Osaka Mayor Toru Hashimoto was re-elected Sunday in a snap mayoral election that he had maneuvered the city into holding. He had hoped that, through the election, he could strengthen Osaka city residents’ support for his plan to integrate Osaka Prefecture with the city of Osaka to form a single metropolitan entity called Osaka-to.

The election results, however, suggest that his efforts fell short and that he will face difficulty gaining further support for his plan even as he tries to increase momentum for it. The results should give him food for thought on how he should conduct politics.

Hashimoto tendered his resignation on Feb. 3 to the city assembly after his integration plan encountered opposition from the Liberal Democratic Party, the Democratic Party of Japan, New Komeito and the Japanese Communist Party in the assembly. He hoped to get a mandate for his plan in a new mayoral election, but his resignation showed he was making light of the assembly. Because the assembly did not accept his resignation, he lost his job Feb. 27, and the snap election was held Sunday.

The four political parties did not field candidates, saying the election could not be justified. Besides Hashimoto, three candidates with weak support ran. The voter turnout for the Sunday election was only 23.59 percent, the lowest ever and less than half the 60.92 percent for the November 2011 mayoral election, which was held together with an Osaka gubernatorial election.

On Sunday Hashimoto garnered 377,472 votes, about half the 750,813 votes he got in the 2011 election.

Sunday’s election was a virtual referendum on Hashimoto’s city-prefecture integration plan. He should consider what the election results mean. Faulty ballots numbered 67,506, or 13.53, percent of all the ballots cast — more than the votes combined cast for the three other candidates. Of these, 45,098 were blank ballots. These votes should be interpreted as expressing criticism of either Hashimoto’s integration plan, or his political style, or both.

Gov. Ichiro Matsui of Osaka Prefecture, who is secretary general of Osaka Ishin-no Kai (Osaka Restoration Association) headed by Hashimoto, said the election results expressed Osaka residents’ wish that Hashimoto show a detailed design of his integration plan. His argument is far-fetched.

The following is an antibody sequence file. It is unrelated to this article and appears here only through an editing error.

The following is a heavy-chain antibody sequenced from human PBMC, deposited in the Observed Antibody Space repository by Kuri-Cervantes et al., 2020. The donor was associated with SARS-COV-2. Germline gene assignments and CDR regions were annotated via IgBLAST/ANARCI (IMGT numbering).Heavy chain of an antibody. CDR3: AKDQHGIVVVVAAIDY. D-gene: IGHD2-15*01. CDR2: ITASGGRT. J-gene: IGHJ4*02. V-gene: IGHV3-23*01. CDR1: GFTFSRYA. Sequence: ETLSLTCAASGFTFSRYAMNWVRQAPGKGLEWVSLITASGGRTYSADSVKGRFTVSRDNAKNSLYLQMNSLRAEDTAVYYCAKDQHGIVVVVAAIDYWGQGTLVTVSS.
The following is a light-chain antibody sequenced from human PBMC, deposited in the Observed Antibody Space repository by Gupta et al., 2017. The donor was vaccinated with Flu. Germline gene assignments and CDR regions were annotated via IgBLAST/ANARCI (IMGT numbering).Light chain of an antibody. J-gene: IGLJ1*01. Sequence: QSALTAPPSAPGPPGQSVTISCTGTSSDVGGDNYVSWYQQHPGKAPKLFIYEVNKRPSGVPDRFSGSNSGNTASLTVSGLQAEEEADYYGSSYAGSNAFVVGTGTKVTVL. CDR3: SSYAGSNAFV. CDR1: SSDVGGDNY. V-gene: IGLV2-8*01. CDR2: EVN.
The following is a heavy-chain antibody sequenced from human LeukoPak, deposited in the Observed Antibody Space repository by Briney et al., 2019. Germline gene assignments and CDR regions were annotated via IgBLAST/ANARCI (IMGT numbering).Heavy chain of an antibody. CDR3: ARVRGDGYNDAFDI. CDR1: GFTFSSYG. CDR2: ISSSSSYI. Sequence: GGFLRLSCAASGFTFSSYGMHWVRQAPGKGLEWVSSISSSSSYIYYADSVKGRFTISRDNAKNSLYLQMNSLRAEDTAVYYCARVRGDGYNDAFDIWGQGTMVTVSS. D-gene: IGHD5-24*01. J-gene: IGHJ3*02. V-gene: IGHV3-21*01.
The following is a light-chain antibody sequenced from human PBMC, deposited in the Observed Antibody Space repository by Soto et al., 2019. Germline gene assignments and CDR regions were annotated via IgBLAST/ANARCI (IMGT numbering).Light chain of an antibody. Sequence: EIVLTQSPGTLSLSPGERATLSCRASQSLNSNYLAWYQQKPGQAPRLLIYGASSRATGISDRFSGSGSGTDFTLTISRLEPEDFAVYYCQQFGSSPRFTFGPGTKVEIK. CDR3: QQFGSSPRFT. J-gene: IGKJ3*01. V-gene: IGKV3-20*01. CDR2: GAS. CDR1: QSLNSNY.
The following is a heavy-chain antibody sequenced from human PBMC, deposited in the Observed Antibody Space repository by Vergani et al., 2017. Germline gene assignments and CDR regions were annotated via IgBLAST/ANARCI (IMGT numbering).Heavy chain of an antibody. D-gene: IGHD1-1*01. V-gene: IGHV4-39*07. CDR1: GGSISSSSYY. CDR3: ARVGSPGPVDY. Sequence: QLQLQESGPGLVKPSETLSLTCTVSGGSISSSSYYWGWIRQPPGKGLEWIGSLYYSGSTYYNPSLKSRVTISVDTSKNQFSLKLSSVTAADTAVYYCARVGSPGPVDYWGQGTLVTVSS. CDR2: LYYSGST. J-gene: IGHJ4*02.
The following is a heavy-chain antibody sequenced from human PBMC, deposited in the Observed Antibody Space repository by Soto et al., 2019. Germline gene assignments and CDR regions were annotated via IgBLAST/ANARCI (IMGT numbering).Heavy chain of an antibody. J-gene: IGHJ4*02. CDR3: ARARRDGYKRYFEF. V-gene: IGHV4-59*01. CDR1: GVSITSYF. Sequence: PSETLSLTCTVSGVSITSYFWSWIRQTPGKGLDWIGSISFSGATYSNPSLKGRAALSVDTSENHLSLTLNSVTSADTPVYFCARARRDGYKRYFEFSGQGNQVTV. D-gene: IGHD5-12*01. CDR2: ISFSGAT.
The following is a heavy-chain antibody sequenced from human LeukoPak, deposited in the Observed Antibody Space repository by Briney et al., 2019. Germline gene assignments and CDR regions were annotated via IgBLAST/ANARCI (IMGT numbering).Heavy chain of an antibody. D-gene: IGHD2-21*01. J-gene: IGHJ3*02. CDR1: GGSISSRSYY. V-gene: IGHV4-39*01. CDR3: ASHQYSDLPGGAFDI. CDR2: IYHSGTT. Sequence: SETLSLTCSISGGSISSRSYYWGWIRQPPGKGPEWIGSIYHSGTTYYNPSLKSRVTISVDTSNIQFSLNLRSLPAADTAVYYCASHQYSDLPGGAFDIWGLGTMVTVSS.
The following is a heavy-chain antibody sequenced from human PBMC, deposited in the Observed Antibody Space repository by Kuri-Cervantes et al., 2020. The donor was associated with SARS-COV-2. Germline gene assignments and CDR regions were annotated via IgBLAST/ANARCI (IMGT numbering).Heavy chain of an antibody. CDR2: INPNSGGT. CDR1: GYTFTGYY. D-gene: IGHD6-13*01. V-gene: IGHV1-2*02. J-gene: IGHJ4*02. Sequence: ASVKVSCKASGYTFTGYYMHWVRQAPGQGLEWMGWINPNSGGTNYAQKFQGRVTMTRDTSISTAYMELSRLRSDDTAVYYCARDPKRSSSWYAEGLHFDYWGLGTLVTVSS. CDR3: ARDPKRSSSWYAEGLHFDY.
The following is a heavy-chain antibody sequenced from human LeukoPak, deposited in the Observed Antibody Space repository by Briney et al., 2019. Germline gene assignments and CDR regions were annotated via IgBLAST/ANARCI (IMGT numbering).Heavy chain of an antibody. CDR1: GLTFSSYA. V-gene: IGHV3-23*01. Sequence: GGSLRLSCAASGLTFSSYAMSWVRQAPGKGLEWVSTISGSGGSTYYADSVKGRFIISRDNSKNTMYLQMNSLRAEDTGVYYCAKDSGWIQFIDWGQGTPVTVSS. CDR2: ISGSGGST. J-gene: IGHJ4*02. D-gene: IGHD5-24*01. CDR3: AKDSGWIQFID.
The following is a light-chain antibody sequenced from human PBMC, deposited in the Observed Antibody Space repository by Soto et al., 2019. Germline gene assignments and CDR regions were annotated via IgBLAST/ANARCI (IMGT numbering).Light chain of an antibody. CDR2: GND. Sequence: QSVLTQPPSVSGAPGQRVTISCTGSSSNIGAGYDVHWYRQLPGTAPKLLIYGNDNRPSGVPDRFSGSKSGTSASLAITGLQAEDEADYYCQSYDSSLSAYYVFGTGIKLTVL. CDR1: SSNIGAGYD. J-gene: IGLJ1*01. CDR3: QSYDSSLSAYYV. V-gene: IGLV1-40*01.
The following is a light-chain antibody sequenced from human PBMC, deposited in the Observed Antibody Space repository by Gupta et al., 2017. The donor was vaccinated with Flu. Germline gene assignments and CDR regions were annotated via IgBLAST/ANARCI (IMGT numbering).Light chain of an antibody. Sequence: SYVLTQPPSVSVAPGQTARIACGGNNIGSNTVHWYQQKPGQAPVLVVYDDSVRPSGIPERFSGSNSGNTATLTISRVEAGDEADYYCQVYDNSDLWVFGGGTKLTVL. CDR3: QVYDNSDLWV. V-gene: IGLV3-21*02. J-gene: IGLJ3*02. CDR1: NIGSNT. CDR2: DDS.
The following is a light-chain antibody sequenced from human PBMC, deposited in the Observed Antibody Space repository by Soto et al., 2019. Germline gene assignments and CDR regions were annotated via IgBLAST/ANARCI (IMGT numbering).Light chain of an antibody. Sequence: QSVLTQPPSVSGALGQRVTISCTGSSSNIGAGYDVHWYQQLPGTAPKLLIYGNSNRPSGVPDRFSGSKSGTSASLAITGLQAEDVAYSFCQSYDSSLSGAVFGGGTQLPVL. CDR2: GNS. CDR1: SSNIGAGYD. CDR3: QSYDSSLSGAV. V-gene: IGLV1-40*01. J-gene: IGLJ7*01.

Separately Hashimoto was dealt a blow Sunday when Yoshinobu Okada, an Osaka prefectural assembly member from Osaka Ishin-no Kai, announced that he will leave the group. He said he could no longer support Hashimoto or Shintaro Ishihara, who supports the export of nuclear power plants and is co-leader of Nippon Ishin-no Kai (Japan Restoration Party), of which Hashimoto is co-leader.

Hashimoto should realize that his political style, characterized by his self-serving gambit, has caused distrust.

Hashimoto should remember the simple fact that his election as a mayor does not give him the right to ignore others’ opinions when he acts on an issue. He should remember that the city assembly also represents residents’ will as expressed in an election. He needs to develop the capability either to make concessions to the assembly or to work out compromises so that policy measures will be formed smoothly.

The weak point of his city-prefecture integration plan is that it does not clearly show how it will improve residents’ well-being. He insists that the Osaka-to plan is necessary to eliminate overlapping administrative functions carried out by the city of Osaka and Osaka Prefecture. But this kind of problem should be resolved primarily through enhanced communication and cooperation between the two local governments.

Hashimoto needs to explain convincingly why his large-scale integration plan is needed to eliminate that overlap.

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